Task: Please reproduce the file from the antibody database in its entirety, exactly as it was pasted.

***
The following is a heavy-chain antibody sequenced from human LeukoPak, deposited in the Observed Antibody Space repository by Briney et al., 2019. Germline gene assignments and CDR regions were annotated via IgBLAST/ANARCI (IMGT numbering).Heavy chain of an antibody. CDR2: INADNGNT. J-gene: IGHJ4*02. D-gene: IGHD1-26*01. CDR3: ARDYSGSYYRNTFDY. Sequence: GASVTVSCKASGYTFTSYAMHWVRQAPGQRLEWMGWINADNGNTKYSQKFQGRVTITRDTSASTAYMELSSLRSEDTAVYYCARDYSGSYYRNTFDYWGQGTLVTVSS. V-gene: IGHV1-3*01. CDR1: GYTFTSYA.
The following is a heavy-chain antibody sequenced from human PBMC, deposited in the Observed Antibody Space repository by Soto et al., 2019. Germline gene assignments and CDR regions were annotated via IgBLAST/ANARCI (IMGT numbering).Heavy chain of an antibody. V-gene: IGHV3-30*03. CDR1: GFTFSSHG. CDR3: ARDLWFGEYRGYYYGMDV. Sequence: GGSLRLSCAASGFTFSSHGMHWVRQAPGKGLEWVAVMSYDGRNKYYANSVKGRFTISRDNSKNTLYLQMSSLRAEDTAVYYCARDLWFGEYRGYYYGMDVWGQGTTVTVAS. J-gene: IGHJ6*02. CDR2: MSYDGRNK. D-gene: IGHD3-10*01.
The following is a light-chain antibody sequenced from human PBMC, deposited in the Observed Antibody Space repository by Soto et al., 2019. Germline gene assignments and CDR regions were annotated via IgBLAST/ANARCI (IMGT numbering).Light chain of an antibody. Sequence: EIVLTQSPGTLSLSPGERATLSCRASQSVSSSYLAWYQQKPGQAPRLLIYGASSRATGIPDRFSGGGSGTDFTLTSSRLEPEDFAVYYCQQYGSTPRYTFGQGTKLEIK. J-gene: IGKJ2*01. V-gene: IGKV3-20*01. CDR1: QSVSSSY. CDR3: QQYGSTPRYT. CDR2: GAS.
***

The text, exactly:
The following is a heavy-chain antibody sequenced from human LeukoPak, deposited in the Observed Antibody Space repository by Briney et al., 2019. Germline gene assignments and CDR regions were annotated via IgBLAST/ANARCI (IMGT numbering).Heavy chain of an antibody. CDR2: INADNGNT. J-gene: IGHJ4*02. D-gene: IGHD1-26*01. CDR3: ARDYSGSYYRNTFDY. Sequence: GASVTVSCKASGYTFTSYAMHWVRQAPGQRLEWMGWINADNGNTKYSQKFQGRVTITRDTSASTAYMELSSLRSEDTAVYYCARDYSGSYYRNTFDYWGQGTLVTVSS. V-gene: IGHV1-3*01. CDR1: GYTFTSYA.
The following is a heavy-chain antibody sequenced from human PBMC, deposited in the Observed Antibody Space repository by Soto et al., 2019. Germline gene assignments and CDR regions were annotated via IgBLAST/ANARCI (IMGT numbering).Heavy chain of an antibody. V-gene: IGHV3-30*03. CDR1: GFTFSSHG. CDR3: ARDLWFGEYRGYYYGMDV. Sequence: GGSLRLSCAASGFTFSSHGMHWVRQAPGKGLEWVAVMSYDGRNKYYANSVKGRFTISRDNSKNTLYLQMSSLRAEDTAVYYCARDLWFGEYRGYYYGMDVWGQGTTVTVAS. J-gene: IGHJ6*02. CDR2: MSYDGRNK. D-gene: IGHD3-10*01.
The following is a light-chain antibody sequenced from human PBMC, deposited in the Observed Antibody Space repository by Soto et al., 2019. Germline gene assignments and CDR regions were annotated via IgBLAST/ANARCI (IMGT numbering).Light chain of an antibody. Sequence: EIVLTQSPGTLSLSPGERATLSCRASQSVSSSYLAWYQQKPGQAPRLLIYGASSRATGIPDRFSGGGSGTDFTLTSSRLEPEDFAVYYCQQYGSTPRYTFGQGTKLEIK. J-gene: IGKJ2*01. V-gene: IGKV3-20*01. CDR1: QSVSSSY. CDR3: QQYGSTPRYT. CDR2: GAS.